Bloomberg News

Chinese Sugar Deficit Is Poised to Deepen, Morgan Stanley Says

February 13, 2012

Feb. 13 (Bloomberg) -- The sugar deficit in China, the world’s second-largest consumer, will deepen in the coming season as demand increases more quickly than supply, according to Morgan Stanley.

The country’s sugar consumption will exceed production by 2.5 million metric tons in the 2012-13 season starting in October, up from 2.3 million tons in 2011-12, the bank said in a report e-mailed today. Demand will rise 1.9 percent to 16.3 million tons next season as output gains 0.6 percent to 13.8 million tons, it said.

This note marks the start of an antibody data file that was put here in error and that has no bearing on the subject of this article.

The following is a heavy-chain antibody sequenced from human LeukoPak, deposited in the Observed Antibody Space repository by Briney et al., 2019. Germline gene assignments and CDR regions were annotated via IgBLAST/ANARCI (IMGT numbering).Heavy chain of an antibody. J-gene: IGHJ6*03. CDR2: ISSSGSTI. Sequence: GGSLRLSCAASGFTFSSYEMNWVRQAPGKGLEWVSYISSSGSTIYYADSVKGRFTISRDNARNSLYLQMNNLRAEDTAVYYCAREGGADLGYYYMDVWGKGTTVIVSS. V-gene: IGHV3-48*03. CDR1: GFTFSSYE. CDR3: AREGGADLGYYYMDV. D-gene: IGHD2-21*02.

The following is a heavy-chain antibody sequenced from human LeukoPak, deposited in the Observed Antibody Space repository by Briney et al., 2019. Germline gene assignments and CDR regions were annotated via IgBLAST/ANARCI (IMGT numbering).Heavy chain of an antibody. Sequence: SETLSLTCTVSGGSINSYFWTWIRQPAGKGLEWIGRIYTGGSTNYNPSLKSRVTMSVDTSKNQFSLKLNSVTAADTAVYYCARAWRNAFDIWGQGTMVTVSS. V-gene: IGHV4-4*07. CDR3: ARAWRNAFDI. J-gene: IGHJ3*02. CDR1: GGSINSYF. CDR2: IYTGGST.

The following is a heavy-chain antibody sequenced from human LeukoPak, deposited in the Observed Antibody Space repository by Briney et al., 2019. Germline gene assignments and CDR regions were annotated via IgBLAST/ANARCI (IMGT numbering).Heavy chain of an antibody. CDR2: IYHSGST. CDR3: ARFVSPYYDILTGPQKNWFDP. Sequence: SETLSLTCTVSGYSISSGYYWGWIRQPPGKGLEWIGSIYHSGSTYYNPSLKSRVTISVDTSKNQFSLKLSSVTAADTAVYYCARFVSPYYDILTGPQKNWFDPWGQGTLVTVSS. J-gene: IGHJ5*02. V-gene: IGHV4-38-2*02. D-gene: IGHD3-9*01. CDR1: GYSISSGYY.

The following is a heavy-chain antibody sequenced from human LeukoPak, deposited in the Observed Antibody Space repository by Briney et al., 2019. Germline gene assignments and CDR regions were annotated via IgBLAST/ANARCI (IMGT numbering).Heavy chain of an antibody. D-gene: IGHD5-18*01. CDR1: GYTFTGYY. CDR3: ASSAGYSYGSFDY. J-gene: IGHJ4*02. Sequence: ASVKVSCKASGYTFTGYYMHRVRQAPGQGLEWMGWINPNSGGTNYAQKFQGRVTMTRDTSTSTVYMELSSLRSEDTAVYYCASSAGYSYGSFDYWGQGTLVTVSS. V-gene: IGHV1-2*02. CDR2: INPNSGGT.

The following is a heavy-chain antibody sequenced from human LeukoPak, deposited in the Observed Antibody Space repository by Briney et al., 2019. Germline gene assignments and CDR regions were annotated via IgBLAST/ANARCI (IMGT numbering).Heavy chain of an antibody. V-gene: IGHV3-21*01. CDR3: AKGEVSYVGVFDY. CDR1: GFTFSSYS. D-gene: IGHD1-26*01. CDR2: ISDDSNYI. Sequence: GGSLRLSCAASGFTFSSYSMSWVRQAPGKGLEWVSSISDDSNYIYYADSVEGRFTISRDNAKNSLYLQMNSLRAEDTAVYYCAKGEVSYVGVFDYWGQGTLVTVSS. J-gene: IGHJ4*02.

“We expect Chinese import demand to remain robust,” Hussein Allidina, head of commodities research at Morgan Stanley in New York, said in the report. “China will likely continue relying on imports to replenish state reserves and fill its own domestic production shortfall.”

Global sugar supplies will outpace demand by 7.7 million tons in the current season, the bank said. The surplus may fall to 4.9 million tons in the 2012-13 period, it said.

--Editors: Dan Weeks, Sharon Lindores.

To contact the reporter on this story: Isis Almeida in London at ialmeida3@bloomberg.net

To contact the editor responsible for this story: Claudia Carpenter at ccarpenter2@bloomberg.net.


Tim Cook's Reboot
LIMITED-TIME OFFER SUBSCRIBE NOW
 
blog comments powered by Disqus